Says the person who just compared the number of women speakers at General Conference to women being devalued as between "a donkey and chattel."

I presented my wife's opinion as an anecdote.  That's all.  You share your anecodal opinions all the time.  

52 minutes ago, juliann said:

But it isn't like you to so blatantly misrepresent.

I don't think I have.

52 minutes ago, juliann said:

Women have been asking for more inclusion for a long time.

I don't know what this means.

General Conference is not intended to be a referendum on "representation."

The speakers in General Conference are selected from the general authorities and officers of the Church.  That works out to be about 138 people, of whom nine (9) are women.  That works out to about 7.69%.  Meanwhile, women comprise 52% of the membership of the Church.

I think it's hard to dispute that the leadership of the Church has become more "representative" of the worldwide Church as we have grown and matured over the years.  It's both a natural and, IMHO, revelatory process.

The current structure of the Church restricts the ordination of the priesthood to men.  Concomitantly, most of the leadership positions, which require the holding of a priesthood office, are held by men.  

If and when there is a revelation altering these circumstances, I will rejoice and embrace it.

If and when there are revisions to policies and procedures that are within the discretionary authority of the Brethren, which revisions are intended to elevant and provide more inclusion for the women in the Church, I will rejoice and embrace these.

But I will not go along with disparagements such as I have seen in this thread.  I will not disparage the members of the First Presidency as interlopers because they have spoken in the Women's Session.  I will not diminish the value of their participation in such a solemn assembly solely because they are male.  I will not do it.

As for calls for the importation of vague-but-trendy "representation" regarding General Conference speakers, I think a good solid review of Chesterton's Fence is in order.  I've been doing that.  I've been trying to have a good substantive discussion and debate about it.  From you, pretty much all I get is denigrations and efforts to shame/guilt me into silence.  Not much in the way of substantive discussion.

52 minutes ago, juliann said:

To twist that as my asking on this board is, well, lame.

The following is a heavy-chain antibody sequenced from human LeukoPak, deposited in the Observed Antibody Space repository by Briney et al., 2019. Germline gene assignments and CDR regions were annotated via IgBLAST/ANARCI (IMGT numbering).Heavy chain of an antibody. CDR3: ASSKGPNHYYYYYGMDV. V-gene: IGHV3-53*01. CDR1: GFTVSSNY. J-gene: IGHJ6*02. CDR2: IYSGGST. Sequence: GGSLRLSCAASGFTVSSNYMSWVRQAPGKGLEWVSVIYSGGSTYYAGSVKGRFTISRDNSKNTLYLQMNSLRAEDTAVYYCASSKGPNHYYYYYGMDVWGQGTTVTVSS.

Right back atcha.  I don't think much of your comments in this thread.

52 minutes ago, juliann said:

But another indication you really are reaching the bottom of the barrel when it comes to trying to keep women from gaining visible representation in the church. 

I've done no such thing.  

52 minutes ago, juliann said:

Oh, and my husband thinks so, too. 

I'm glad we can rib each other a bit. 

Thanks,

-Smac

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35 minutes ago, JLHPROF said:

 

I think a General Relief Society Conference should 100% be a part of our Church standard.  I just don't know that the objections to the First Presidency speaking in the now defunct "women's session" are legitimate unless it was actually supposed to have been a Relief Society/Young Women's meeting.
 

It seems like that's how it used to be, before it became a part of GC. 

Though I think that one of the reasons that it became a part of GC was because there were some women claiming that the Brethren were showing it wasn't as important as the priesthood session by having it a different weekend.  So that could be an example of damned if you do and damned if you don't. 

Perhaps a better solution would have been to remove the priesthood and women's session from GC weekend and have them both take place on a different Saturday night completely?

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29 minutes ago, california boy said:

I love how you begin your comments on this thread disparaging the AP for reporting that “some women whoever they are” may just possibly feel under represented in a male dominated church leadership religion. 

I think the "some" schtick is a way-overused gimmick for lazy reporting, and for inserting the journalist's personal opinions and editorializing into what should be a straight "news" piece.

I also think that the AP deserves some disparagement for sloppy and lazy cribbing.  The article is pretty misleading and inaccurate as to the Church's announcement, which discontinued both forms of Saturday evening GC sessions.  Pointing to and editorializing about a "men only" session (particularly the headline) while omitting reference to the "women only" session is poor reporting.

29 minutes ago, california boy said:

Then spend the rest of your thread trying to convince others that women have a higher representation statistically than is warranted.

Women leaders.

29 minutes ago, california boy said:

Do you still think the AP was just stirring the pot?  

Yes.  And lazily so.

29 minutes ago, california boy said:

Or perhaps there is some truth to their reporting?

Well, that's the beauty of lazy reporting.  Distortion by omission.

Thanks,

-Smac